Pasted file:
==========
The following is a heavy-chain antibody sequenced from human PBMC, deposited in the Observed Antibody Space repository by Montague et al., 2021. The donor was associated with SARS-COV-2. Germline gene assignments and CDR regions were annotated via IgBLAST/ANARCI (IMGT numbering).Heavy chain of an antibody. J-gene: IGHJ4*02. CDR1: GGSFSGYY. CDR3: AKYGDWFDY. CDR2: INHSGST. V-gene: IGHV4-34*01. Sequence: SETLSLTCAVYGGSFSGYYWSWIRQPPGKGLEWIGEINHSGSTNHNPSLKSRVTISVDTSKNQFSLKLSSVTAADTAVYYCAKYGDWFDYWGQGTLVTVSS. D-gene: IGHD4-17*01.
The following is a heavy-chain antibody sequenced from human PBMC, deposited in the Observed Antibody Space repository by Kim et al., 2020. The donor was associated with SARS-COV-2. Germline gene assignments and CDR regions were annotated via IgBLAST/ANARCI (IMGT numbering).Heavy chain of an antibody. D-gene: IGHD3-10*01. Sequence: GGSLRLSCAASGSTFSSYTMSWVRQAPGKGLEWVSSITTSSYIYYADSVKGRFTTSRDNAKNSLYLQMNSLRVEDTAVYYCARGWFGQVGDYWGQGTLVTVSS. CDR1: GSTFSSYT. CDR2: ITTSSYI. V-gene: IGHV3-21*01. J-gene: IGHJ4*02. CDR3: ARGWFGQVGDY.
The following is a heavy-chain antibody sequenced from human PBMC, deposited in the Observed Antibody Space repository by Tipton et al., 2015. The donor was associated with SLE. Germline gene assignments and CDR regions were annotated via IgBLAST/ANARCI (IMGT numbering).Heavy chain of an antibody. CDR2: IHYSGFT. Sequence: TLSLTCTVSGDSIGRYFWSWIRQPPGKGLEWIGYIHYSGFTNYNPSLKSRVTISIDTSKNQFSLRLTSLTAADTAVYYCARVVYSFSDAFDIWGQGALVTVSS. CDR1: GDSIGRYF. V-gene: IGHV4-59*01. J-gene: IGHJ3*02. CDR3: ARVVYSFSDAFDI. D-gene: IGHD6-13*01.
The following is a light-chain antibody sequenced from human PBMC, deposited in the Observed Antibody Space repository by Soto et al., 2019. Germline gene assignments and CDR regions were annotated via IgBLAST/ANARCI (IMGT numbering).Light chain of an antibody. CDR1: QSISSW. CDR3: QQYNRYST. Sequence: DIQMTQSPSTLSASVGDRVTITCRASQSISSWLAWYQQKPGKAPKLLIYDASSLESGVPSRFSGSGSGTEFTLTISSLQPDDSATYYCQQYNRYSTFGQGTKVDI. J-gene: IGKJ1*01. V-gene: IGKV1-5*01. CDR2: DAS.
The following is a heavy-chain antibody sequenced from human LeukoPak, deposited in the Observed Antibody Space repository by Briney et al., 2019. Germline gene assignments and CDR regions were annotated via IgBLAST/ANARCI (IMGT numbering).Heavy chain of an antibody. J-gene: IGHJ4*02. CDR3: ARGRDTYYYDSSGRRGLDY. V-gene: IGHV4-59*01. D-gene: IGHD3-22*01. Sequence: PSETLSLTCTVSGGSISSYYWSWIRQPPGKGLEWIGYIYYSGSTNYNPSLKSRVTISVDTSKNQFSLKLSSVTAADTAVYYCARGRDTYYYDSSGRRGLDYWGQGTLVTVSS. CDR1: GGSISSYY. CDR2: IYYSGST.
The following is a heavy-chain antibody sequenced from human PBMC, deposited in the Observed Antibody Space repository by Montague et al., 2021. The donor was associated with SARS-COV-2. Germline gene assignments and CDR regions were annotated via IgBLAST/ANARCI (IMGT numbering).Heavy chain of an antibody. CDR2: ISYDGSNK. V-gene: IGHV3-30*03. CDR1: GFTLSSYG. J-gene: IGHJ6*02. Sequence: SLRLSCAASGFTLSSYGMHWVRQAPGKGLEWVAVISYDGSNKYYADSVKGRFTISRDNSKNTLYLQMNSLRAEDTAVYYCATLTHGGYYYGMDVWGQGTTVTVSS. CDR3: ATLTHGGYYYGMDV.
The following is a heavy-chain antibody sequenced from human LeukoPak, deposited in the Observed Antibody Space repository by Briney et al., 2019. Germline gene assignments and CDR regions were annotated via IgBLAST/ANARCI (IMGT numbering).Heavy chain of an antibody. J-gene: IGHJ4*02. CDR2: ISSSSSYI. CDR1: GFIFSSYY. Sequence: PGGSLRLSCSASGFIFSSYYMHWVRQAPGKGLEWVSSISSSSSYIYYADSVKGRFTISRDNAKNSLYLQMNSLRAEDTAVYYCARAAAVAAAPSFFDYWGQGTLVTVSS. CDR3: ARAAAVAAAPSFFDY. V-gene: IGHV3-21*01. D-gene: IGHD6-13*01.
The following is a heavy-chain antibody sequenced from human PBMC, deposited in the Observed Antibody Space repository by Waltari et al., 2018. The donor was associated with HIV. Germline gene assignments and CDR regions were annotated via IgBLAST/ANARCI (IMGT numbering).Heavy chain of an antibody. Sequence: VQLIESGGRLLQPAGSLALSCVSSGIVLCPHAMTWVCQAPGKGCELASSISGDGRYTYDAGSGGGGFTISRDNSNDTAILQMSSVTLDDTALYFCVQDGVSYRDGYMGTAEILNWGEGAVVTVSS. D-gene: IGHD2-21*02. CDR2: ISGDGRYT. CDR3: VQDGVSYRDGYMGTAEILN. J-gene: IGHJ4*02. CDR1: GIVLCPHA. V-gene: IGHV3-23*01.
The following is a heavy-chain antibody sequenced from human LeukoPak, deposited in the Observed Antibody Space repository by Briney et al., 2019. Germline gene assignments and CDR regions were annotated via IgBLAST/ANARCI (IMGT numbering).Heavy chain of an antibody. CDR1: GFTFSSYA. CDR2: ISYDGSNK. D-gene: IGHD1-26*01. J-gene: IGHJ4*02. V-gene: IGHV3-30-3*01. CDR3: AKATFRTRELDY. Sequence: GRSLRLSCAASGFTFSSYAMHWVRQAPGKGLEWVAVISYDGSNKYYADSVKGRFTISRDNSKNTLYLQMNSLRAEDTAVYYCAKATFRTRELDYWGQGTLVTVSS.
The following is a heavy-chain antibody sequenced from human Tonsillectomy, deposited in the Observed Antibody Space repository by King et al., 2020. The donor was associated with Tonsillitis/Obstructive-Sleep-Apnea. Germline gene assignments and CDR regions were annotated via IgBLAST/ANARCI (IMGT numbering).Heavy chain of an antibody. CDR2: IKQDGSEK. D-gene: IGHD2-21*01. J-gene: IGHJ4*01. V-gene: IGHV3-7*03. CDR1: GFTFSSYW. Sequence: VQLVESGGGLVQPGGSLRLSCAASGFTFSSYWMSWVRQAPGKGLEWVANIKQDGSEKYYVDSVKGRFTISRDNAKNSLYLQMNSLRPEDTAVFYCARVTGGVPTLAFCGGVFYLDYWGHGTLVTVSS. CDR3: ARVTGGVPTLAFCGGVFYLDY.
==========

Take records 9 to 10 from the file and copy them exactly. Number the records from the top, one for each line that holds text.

The following is a heavy-chain antibody sequenced from human LeukoPak, deposited in the Observed Antibody Space repository by Briney et al., 2019. Germline gene assignments and CDR regions were annotated via IgBLAST/ANARCI (IMGT numbering).Heavy chain of an antibody. CDR1: GFTFSSYA. CDR2: ISYDGSNK. D-gene: IGHD1-26*01. J-gene: IGHJ4*02. V-gene: IGHV3-30-3*01. CDR3: AKATFRTRELDY. Sequence: GRSLRLSCAASGFTFSSYAMHWVRQAPGKGLEWVAVISYDGSNKYYADSVKGRFTISRDNSKNTLYLQMNSLRAEDTAVYYCAKATFRTRELDYWGQGTLVTVSS.
The following is a heavy-chain antibody sequenced from human Tonsillectomy, deposited in the Observed Antibody Space repository by King et al., 2020. The donor was associated with Tonsillitis/Obstructive-Sleep-Apnea. Germline gene assignments and CDR regions were annotated via IgBLAST/ANARCI (IMGT numbering).Heavy chain of an antibody. CDR2: IKQDGSEK. D-gene: IGHD2-21*01. J-gene: IGHJ4*01. V-gene: IGHV3-7*03. CDR1: GFTFSSYW. Sequence: VQLVESGGGLVQPGGSLRLSCAASGFTFSSYWMSWVRQAPGKGLEWVANIKQDGSEKYYVDSVKGRFTISRDNAKNSLYLQMNSLRPEDTAVFYCARVTGGVPTLAFCGGVFYLDYWGHGTLVTVSS. CDR3: ARVTGGVPTLAFCGGVFYLDY.